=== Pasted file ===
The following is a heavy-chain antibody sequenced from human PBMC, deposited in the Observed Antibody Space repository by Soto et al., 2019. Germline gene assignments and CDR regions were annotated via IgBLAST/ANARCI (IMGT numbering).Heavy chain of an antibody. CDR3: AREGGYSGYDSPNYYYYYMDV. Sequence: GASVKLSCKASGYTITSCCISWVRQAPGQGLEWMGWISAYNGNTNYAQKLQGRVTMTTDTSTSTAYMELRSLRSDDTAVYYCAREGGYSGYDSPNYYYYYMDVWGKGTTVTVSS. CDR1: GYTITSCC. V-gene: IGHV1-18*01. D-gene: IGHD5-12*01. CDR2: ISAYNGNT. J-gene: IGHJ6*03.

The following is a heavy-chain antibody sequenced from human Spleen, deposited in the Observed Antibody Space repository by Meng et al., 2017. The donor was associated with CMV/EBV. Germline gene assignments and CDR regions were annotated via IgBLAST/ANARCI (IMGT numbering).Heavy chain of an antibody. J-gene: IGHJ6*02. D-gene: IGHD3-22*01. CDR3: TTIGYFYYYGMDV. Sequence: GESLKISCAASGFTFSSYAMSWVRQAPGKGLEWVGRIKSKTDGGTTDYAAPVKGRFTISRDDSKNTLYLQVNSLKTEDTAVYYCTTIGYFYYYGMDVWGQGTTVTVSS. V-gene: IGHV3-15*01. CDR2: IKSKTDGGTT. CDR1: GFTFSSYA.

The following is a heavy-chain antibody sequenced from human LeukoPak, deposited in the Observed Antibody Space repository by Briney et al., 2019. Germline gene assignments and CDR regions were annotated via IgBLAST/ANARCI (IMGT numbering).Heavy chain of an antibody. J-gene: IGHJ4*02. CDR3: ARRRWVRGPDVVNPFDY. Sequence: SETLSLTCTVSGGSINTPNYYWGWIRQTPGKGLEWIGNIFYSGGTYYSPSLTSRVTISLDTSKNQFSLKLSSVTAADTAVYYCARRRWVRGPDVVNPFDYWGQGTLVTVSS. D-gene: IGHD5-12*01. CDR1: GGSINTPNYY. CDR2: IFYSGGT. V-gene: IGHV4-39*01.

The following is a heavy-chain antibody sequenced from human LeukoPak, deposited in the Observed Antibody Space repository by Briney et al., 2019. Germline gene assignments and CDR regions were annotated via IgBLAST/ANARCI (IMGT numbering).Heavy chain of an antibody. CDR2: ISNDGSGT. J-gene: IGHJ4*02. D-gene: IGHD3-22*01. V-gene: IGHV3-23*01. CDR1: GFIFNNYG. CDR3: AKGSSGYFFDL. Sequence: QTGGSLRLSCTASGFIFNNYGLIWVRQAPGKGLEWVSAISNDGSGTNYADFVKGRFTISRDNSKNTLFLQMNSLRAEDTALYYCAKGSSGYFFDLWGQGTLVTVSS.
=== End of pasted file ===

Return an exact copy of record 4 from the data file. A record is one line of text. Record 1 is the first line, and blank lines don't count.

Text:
The following is a heavy-chain antibody sequenced from human LeukoPak, deposited in the Observed Antibody Space repository by Briney et al., 2019. Germline gene assignments and CDR regions were annotated via IgBLAST/ANARCI (IMGT numbering).Heavy chain of an antibody. CDR2: ISNDGSGT. J-gene: IGHJ4*02. D-gene: IGHD3-22*01. V-gene: IGHV3-23*01. CDR1: GFIFNNYG. CDR3: AKGSSGYFFDL. Sequence: QTGGSLRLSCTASGFIFNNYGLIWVRQAPGKGLEWVSAISNDGSGTNYADFVKGRFTISRDNSKNTLFLQMNSLRAEDTALYYCAKGSSGYFFDLWGQGTLVTVSS.